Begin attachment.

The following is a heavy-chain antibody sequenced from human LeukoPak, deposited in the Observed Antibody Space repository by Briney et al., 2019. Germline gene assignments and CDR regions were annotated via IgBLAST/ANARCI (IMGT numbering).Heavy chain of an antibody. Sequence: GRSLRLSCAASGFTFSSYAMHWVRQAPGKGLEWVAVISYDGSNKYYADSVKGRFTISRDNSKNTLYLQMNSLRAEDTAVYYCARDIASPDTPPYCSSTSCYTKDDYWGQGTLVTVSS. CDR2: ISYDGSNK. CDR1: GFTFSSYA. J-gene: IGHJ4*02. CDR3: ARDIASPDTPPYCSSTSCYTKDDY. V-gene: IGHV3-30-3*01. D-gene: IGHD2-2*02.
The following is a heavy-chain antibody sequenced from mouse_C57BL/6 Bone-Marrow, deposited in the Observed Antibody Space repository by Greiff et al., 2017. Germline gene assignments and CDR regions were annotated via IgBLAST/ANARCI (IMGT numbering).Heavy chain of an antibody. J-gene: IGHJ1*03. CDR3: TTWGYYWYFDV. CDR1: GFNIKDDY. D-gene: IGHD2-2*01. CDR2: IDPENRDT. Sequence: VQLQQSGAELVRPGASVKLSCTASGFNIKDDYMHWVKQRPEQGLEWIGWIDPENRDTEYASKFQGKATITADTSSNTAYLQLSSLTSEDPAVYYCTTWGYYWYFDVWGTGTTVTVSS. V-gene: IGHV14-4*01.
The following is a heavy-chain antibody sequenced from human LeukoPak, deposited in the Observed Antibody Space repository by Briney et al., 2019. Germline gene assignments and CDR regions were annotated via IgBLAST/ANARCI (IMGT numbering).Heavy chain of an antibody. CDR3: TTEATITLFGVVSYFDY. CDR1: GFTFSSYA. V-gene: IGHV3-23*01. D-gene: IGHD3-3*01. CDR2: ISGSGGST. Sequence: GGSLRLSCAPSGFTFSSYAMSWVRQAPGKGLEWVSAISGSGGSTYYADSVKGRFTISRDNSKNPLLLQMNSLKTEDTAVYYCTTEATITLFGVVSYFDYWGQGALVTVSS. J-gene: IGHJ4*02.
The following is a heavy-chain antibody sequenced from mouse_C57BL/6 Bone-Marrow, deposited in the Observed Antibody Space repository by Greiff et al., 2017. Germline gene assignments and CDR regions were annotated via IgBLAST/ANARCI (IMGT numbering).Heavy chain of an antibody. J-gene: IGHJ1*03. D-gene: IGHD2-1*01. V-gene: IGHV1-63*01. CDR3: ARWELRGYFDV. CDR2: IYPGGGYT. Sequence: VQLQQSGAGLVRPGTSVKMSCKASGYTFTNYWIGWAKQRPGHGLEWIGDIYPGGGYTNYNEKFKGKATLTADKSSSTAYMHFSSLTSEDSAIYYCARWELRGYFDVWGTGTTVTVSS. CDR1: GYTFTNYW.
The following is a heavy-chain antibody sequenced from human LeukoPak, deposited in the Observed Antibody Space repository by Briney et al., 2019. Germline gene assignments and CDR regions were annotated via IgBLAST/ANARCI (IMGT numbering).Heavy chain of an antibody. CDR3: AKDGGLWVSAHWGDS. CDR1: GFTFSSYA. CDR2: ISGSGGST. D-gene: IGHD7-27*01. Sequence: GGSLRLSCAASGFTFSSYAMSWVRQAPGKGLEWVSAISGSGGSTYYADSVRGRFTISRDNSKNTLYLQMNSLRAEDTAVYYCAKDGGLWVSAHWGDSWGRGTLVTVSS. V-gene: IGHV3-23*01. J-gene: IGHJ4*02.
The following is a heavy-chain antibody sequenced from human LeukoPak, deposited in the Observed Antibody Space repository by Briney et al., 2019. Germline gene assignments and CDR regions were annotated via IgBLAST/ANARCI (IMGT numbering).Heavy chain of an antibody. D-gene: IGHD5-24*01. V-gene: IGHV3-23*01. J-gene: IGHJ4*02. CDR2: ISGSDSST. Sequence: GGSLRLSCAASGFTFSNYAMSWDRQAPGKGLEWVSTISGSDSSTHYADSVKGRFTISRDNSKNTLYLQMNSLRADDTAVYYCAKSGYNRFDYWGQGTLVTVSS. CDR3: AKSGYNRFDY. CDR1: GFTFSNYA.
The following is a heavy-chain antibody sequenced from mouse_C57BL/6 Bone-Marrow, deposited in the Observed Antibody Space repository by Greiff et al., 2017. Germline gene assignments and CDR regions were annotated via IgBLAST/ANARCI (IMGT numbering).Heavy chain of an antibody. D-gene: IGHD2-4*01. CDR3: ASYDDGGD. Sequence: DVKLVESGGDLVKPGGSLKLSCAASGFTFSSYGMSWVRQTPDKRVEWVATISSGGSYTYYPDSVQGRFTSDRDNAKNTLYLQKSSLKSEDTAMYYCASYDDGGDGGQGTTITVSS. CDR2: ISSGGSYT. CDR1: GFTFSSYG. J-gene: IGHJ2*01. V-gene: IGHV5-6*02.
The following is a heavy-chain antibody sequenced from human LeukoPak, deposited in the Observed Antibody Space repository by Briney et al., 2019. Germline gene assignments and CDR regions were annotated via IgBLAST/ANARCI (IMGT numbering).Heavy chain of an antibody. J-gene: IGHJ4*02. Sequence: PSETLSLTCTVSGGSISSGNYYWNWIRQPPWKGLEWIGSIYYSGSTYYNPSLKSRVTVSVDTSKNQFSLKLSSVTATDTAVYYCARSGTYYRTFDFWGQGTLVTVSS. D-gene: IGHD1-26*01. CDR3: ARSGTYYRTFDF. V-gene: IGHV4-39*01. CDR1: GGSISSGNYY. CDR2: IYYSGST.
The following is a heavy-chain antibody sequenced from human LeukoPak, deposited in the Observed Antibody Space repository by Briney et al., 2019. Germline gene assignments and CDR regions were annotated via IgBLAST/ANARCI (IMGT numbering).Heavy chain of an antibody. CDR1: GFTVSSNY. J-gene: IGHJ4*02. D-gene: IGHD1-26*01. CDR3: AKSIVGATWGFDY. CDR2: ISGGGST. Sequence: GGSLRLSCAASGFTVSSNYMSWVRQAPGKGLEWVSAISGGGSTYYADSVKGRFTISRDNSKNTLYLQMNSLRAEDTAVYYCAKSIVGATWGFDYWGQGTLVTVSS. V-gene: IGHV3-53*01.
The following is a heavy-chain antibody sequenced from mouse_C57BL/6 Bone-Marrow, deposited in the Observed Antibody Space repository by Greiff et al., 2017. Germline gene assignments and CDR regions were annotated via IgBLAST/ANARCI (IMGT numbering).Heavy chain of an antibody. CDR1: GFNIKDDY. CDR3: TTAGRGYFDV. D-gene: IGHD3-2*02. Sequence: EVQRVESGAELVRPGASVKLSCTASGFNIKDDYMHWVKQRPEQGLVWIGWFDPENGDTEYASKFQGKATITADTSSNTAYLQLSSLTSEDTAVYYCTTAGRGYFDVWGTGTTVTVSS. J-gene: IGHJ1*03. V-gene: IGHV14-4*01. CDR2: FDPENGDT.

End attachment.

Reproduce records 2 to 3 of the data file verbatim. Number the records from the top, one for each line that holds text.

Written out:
The following is a heavy-chain antibody sequenced from mouse_C57BL/6 Bone-Marrow, deposited in the Observed Antibody Space repository by Greiff et al., 2017. Germline gene assignments and CDR regions were annotated via IgBLAST/ANARCI (IMGT numbering).Heavy chain of an antibody. J-gene: IGHJ1*03. CDR3: TTWGYYWYFDV. CDR1: GFNIKDDY. D-gene: IGHD2-2*01. CDR2: IDPENRDT. Sequence: VQLQQSGAELVRPGASVKLSCTASGFNIKDDYMHWVKQRPEQGLEWIGWIDPENRDTEYASKFQGKATITADTSSNTAYLQLSSLTSEDPAVYYCTTWGYYWYFDVWGTGTTVTVSS. V-gene: IGHV14-4*01.
The following is a heavy-chain antibody sequenced from human LeukoPak, deposited in the Observed Antibody Space repository by Briney et al., 2019. Germline gene assignments and CDR regions were annotated via IgBLAST/ANARCI (IMGT numbering).Heavy chain of an antibody. CDR3: TTEATITLFGVVSYFDY. CDR1: GFTFSSYA. V-gene: IGHV3-23*01. D-gene: IGHD3-3*01. CDR2: ISGSGGST. Sequence: GGSLRLSCAPSGFTFSSYAMSWVRQAPGKGLEWVSAISGSGGSTYYADSVKGRFTISRDNSKNPLLLQMNSLKTEDTAVYYCTTEATITLFGVVSYFDYWGQGALVTVSS. J-gene: IGHJ4*02.